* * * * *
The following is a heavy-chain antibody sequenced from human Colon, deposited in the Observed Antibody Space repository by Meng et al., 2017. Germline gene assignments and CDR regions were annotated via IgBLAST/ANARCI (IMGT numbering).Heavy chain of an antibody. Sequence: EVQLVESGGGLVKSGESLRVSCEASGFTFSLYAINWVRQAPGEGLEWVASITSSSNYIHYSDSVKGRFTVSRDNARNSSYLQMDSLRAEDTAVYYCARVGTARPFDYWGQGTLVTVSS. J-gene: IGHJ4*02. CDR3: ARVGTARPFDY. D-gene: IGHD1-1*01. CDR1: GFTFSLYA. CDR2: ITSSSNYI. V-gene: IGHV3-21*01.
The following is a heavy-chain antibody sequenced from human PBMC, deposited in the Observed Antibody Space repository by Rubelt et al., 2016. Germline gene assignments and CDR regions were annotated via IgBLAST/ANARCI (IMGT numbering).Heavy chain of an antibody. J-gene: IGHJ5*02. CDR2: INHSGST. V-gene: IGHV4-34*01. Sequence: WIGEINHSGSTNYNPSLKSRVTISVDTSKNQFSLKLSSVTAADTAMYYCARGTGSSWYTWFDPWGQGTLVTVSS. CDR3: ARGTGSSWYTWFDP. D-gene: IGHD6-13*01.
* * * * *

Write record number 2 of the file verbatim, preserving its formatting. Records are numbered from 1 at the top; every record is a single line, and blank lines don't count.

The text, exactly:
The following is a heavy-chain antibody sequenced from human PBMC, deposited in the Observed Antibody Space repository by Rubelt et al., 2016. Germline gene assignments and CDR regions were annotated via IgBLAST/ANARCI (IMGT numbering).Heavy chain of an antibody. J-gene: IGHJ5*02. CDR2: INHSGST. V-gene: IGHV4-34*01. Sequence: WIGEINHSGSTNYNPSLKSRVTISVDTSKNQFSLKLSSVTAADTAMYYCARGTGSSWYTWFDPWGQGTLVTVSS. CDR3: ARGTGSSWYTWFDP. D-gene: IGHD6-13*01.